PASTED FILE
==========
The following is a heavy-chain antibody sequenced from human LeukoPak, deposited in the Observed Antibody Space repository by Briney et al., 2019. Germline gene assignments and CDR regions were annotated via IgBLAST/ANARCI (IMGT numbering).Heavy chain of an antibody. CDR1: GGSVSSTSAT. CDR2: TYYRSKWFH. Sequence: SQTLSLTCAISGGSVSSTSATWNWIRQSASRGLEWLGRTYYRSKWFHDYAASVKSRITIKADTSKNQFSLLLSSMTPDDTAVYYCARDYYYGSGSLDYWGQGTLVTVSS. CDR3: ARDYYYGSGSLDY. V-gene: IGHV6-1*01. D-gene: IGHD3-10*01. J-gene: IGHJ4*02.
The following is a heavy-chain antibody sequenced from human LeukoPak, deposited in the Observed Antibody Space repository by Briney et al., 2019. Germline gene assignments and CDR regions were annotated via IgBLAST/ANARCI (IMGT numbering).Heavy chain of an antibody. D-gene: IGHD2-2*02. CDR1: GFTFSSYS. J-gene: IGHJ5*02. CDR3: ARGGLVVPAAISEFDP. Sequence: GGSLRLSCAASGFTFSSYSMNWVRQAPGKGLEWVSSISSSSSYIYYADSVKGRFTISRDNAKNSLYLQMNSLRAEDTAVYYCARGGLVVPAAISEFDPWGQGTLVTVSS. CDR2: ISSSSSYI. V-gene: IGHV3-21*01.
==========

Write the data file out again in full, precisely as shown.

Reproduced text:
The following is a heavy-chain antibody sequenced from human LeukoPak, deposited in the Observed Antibody Space repository by Briney et al., 2019. Germline gene assignments and CDR regions were annotated via IgBLAST/ANARCI (IMGT numbering).Heavy chain of an antibody. CDR1: GGSVSSTSAT. CDR2: TYYRSKWFH. Sequence: SQTLSLTCAISGGSVSSTSATWNWIRQSASRGLEWLGRTYYRSKWFHDYAASVKSRITIKADTSKNQFSLLLSSMTPDDTAVYYCARDYYYGSGSLDYWGQGTLVTVSS. CDR3: ARDYYYGSGSLDY. V-gene: IGHV6-1*01. D-gene: IGHD3-10*01. J-gene: IGHJ4*02.
The following is a heavy-chain antibody sequenced from human LeukoPak, deposited in the Observed Antibody Space repository by Briney et al., 2019. Germline gene assignments and CDR regions were annotated via IgBLAST/ANARCI (IMGT numbering).Heavy chain of an antibody. D-gene: IGHD2-2*02. CDR1: GFTFSSYS. J-gene: IGHJ5*02. CDR3: ARGGLVVPAAISEFDP. Sequence: GGSLRLSCAASGFTFSSYSMNWVRQAPGKGLEWVSSISSSSSYIYYADSVKGRFTISRDNAKNSLYLQMNSLRAEDTAVYYCARGGLVVPAAISEFDPWGQGTLVTVSS. CDR2: ISSSSSYI. V-gene: IGHV3-21*01.